Imagine you are sitting in your desk at school and the ground begins to shake, books are knocked off shelves and the lights begin to swing. This rumbling is what happens when an earthquake occurs.
Earthquakes are one of the deadliest natural disasters. All in the span of two weeks, Mexico suffered through two large earthquakes, with the predicted death toll at 1,000 people.
Thirty-two years ago, on September 19th, an earthquake struck Mexico City, killing 10,000 people. This year, on the anniversary of this tragedy, an earthquake hit Mexico City with a magnitude of 7.1. Only twelve days earlier, on September 7th, an earthquake with a magnitude of 8.1 struck Mexico, the most powerful quake to hit the country in a century.
What Causes Earthquakes?
These earthquakes in Mexico were caused by plate tectonics. The theory of plate tectonics is that the lithosphere (the outer layer of the earth) is separated into many pieces, or plates, that shift across the earth's surface like cracked ice on a lake. The shifting of tectonic plates is caused by the liquid inner core of Earth flowing underneath them. These plates interact with each other in areas where they meet, called fault lines.
Mexico is located above a type of fault line called a subduction zone. A subduction zone is an area where the ocean floor forces its way beneath the edge of a continent. In Mexico, the Cocos tectonic plate forces its way beneath the continental edge of North America.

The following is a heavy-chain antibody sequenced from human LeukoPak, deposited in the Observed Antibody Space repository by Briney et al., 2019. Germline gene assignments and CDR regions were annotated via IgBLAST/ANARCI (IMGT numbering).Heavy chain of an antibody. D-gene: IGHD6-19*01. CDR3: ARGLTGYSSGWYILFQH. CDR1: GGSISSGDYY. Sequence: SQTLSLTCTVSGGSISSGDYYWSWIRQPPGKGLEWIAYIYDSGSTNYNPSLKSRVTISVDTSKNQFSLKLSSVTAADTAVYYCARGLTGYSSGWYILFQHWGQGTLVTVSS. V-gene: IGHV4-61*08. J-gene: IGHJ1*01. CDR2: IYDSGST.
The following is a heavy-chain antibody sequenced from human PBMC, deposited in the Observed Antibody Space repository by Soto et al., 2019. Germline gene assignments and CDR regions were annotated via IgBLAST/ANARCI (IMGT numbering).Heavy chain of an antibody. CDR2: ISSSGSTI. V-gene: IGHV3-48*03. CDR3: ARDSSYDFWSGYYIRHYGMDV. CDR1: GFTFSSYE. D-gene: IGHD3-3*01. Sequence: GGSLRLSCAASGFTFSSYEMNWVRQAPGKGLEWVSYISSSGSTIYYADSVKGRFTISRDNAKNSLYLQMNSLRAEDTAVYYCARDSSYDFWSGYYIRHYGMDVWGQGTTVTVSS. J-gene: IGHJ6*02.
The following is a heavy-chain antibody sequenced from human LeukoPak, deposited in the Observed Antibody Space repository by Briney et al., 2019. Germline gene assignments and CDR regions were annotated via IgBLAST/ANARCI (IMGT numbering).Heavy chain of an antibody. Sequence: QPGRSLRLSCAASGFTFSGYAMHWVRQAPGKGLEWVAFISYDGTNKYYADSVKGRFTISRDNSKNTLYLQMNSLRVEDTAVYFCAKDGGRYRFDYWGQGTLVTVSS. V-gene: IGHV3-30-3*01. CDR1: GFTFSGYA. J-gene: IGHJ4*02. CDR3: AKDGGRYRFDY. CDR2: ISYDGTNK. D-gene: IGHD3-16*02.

When the two plates grind against each other, sometimes they get stuck, or locked in place. Despite them not being able to move, they continue to push against one another over the course of years. Once enough energy builds up between the locked plates, in a matter of seconds, one plate breaks free and shifts up or down. This results in an earthquake or tsunami.
Mexico City is more likely to have earthquakes of large magnitudes because it sits on an ancient lake bed filled with sediment. The sediment magnifies the tremors, behaving similarly to a bowl of jelly when shaken.
Are They Related?
Both recent earthquakes in Mexico occurred deep within the Cocos plate, rather than on the surface, which significantly weakened the impact of their tremors. The first quake hit off the southeast coast of Mexico city, causing a substantial amount of damage. However, the proximity of the second quake's epicenter, the origin of the quake above Earth’s surface, to Mexico City resulted in a much larger impact.
This difference in location and large magnitude of the quakes has led scientists to believe that these two quakes were not related. Over the past week, Mexico City has continued to endure aftershocks or small tremors caused by a previous earthquake. The good news is that an earthquake of high magnitude is unlikely to happen again anytime soon in the Mexico City area.